Chinese Back Roads – How to Avoid a Toll at Any Cost

I’ve posted before about my fear of the Chinese back road – the roads connecting villages and cities that may be windy, full of potholes, paved or not, covered with bicyclists and pedestrians and lately, covered with cars and trucks avoiding highway tolls.

Many areas of China have fairly good expressways and highways. They are usually made up of four lanes and are paved and maintained regularly. (Never mind the people along the shoulders sweeping the dust.) The problem? Most of them require a toll payment. I’d much rather pay a toll than have to endure the roller coaster ride is that the back roads. But not most Chinese drivers. While the tolls seemed reasonably priced to a Westerner, just a dollar or two, they can seem exorbitant to people who make between a few hundred dollars to a thousand dollars a year.

The New York Times today has an article on just this subject. Journalist Jim Yardley reports from the small Chen Village, on the outskirts of Shijiazhuang. The locals are trying to stop trucks and drivers from diverting through the village to avoid the tolls. The heavy trucks (and you have never seen an overloaded truck until you have seen a truck in China) are destroying their roads. Some villagers say that the village officials are charging tolls of their own, something the two officials deny. (And something made illegal a few years ago.)

I used to live in the outskirts of Shijiazhuang, and I know exactly what they are talking about. When we got into a taxi to take us into the city or back out of the city, a complex negotiation always had to take place involving price, route, toll charges, etc. In fact, one of the only Chinese phrases I knew well at the time was the equivalent of: Take me to the airport for 100 kuai on the highway. (100 kuai being a very good price for this trip, the taxi drivers would still try to extort more money.) I am not sure if I ever diverted through Chen Village, but I certainly did divert through ZhengDing and XingChengPu and probably others. I’m glad to have that experience behind me.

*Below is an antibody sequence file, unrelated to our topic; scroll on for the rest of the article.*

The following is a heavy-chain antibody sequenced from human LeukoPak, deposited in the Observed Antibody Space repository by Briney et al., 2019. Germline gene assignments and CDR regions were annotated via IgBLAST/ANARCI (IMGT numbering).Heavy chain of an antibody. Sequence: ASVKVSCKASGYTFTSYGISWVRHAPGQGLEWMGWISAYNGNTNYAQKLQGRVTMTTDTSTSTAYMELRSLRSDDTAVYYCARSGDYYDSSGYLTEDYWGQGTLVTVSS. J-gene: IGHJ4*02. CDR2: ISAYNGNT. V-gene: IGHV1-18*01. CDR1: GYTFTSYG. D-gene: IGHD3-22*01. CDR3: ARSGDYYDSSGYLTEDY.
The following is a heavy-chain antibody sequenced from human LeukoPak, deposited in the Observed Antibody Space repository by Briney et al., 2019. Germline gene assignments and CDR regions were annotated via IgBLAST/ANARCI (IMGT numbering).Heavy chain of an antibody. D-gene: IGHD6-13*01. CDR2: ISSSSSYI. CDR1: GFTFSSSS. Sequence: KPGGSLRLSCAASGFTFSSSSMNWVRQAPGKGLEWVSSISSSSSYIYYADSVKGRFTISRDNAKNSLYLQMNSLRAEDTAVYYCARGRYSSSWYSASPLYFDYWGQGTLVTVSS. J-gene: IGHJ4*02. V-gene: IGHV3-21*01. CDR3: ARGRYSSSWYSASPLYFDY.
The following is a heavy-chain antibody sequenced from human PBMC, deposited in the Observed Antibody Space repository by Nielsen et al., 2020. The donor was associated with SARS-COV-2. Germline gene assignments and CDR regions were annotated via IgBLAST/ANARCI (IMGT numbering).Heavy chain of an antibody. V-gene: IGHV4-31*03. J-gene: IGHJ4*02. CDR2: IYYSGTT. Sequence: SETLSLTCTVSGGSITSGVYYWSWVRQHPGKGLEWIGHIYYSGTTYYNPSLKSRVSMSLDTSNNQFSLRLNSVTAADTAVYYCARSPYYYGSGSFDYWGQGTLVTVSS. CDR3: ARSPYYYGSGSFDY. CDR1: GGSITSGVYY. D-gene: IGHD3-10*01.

As a side note, last year I posted a short video of a taxi ride down those back roads on YouTube. A few days ago, I received a comment from someone who had watched the video. He asked me what the deal was, that it seemed perfectly safe. The fact that the taxi driver overtakes vehicles with trucks coming head on at him didn’t seem safe to me, but what do I know.

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2 Responses to “Chinese Back Roads – How to Avoid a Toll at Any Cost”

  1. sofia L.S. Says:

    Sometime you just have to let go, sofia

  2. global gal Says:

    I’m not sure what you mean.

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